BY KATHY GIBBONS
TRAVERSE CITY — Live at Birdland is doing its best to cultivate a whole new generation of big band fans.
Coming to the City Opera House tonight at 8 p.m., the jazz band from New York City is in the middle of a Midwest tour. Band leader and creator Tommy Igoe said they've been playing to packed houses every Friday night when they're in town at the iconic Birdland club in NYC.
"Reaction has been even more passionate than I could have dreamed," Igoe said. "People from Europe are booking their vacations around whether or not they can get tickets to see this band in New York."
And responses from audiences as they've taken their show on the road for the very first time since forming six years ago have been equally enthusiastic.
"In places like Goshen, Ind., which is a heavily Mennonite Amish community, the place was jammed and people were going crazy," said Igoe, 47, via phone from Iowa City.
Igoe said the 15-piece ensemble of "some of the top players from New York" is basically a big band, but with a twist.
"People over a certain age, and I think everyone, when you see the word 'big band,' it makes you think nostalgia," Igoe said. "We do everything but nostalgia.
"However, we know where we came from. We don't have a problem playing something from the past as long as it's with a forward-looking slant to it. One thing we will never be is a living juke box."
That might mean pieces from the iconic Count Basie library, but not the usual suspects.
"Count Basie had so much great music that never got its due," he said. "There's a perfect piece of music called 'The Deacon' written in 1959 by Thad Jones.
"We play that at our concerts, and people just freak out ... because it's a Count Basie piece they have never heard before. And it's a genius piece of music."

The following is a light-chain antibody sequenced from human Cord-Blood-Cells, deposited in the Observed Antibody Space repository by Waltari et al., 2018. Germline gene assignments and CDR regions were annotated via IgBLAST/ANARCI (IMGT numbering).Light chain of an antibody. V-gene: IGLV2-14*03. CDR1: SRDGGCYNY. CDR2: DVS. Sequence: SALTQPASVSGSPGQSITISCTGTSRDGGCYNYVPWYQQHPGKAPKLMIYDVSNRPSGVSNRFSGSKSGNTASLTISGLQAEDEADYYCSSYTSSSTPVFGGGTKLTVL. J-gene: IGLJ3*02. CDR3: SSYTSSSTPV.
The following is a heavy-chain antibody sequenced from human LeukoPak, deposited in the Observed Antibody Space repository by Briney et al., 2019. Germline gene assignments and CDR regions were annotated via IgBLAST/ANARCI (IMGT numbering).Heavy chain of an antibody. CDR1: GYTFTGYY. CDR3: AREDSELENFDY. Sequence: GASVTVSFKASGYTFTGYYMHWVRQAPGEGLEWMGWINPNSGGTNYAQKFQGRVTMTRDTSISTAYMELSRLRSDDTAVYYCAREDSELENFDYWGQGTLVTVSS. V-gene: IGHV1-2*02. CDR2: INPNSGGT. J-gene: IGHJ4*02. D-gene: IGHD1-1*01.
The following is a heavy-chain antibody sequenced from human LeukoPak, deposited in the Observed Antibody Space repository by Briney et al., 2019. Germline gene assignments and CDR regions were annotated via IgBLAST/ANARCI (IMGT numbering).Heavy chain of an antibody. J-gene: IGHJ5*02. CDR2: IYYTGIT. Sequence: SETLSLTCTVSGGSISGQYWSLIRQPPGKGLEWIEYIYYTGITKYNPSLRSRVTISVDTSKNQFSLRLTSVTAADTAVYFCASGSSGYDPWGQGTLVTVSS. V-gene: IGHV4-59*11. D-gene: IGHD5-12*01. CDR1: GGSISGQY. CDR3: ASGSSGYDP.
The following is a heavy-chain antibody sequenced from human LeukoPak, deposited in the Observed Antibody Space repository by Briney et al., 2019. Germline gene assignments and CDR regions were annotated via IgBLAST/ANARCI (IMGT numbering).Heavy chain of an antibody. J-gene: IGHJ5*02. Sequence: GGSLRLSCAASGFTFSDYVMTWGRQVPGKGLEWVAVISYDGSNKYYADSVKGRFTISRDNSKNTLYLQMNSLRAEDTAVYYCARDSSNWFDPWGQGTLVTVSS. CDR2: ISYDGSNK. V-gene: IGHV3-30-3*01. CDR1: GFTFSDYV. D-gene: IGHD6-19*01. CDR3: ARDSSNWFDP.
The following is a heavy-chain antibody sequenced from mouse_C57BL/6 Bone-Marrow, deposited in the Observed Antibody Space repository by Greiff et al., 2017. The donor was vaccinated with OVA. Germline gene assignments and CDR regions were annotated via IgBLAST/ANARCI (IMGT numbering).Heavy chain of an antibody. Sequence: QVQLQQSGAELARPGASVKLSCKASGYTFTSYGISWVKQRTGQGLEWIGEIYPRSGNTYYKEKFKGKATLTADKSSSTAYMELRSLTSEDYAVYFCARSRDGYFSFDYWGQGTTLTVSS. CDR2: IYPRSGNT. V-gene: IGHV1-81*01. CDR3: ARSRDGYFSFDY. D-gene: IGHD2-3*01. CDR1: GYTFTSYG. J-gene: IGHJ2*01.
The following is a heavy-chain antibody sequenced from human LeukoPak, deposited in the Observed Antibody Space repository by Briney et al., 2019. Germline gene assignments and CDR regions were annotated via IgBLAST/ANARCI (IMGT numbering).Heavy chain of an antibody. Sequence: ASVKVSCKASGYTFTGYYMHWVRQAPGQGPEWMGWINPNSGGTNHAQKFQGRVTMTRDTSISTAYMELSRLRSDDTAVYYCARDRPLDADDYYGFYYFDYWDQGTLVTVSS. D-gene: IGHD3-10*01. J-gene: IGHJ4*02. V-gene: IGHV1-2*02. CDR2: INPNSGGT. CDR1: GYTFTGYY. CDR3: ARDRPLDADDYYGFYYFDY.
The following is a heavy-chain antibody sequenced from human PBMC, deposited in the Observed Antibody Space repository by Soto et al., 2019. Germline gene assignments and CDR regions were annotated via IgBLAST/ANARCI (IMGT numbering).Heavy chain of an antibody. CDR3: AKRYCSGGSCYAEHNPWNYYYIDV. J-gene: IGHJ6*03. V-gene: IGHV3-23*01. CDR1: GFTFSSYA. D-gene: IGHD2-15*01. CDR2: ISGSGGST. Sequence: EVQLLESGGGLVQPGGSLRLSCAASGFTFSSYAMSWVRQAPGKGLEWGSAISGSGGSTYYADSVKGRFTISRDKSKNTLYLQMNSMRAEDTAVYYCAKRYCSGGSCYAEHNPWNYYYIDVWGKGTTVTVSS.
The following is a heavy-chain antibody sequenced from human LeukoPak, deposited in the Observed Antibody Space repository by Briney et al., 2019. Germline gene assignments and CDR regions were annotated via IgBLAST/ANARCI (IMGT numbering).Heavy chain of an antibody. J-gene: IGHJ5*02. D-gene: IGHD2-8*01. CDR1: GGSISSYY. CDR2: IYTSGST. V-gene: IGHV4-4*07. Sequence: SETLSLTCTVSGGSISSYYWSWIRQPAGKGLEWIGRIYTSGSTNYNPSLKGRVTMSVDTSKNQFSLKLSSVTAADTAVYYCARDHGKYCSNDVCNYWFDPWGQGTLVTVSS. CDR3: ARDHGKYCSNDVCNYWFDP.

Live at Birdland's shows also have an international flair.
"The music we're doing is from all over the world — from Brazil to Cuba to Argentina to Venezuela, with a jazz slant," Igoe said. "Big band is a uniquely American art form, and if we want to have a healthy, growing audience, we need to have a new presentation — a new way to deliver this music to a fresh audience."
The band is actually reaching 19 fresh audiences in 25 days on its current tour.
If they're missing anything about New York during their travels, it's the 24-7 energy, he said.
Not that the Midwest doesn't have its own late-night surprises.
"A couple of the guys in the band told me — I forget what town it was, another sleepy Midwest town — that they found a karaoke party going on until 3 a.m. in some little dive bar," Igoe said. "Everybody was getting up and singing Frank Sinatra tunes. My whole band was over doing karaoke in a little bar.
"You make friends, you drink the local beer."
Tickets are $32 and $47. Visit the Opera House box office, call 941-8082 or visit CityOperaHouse.org.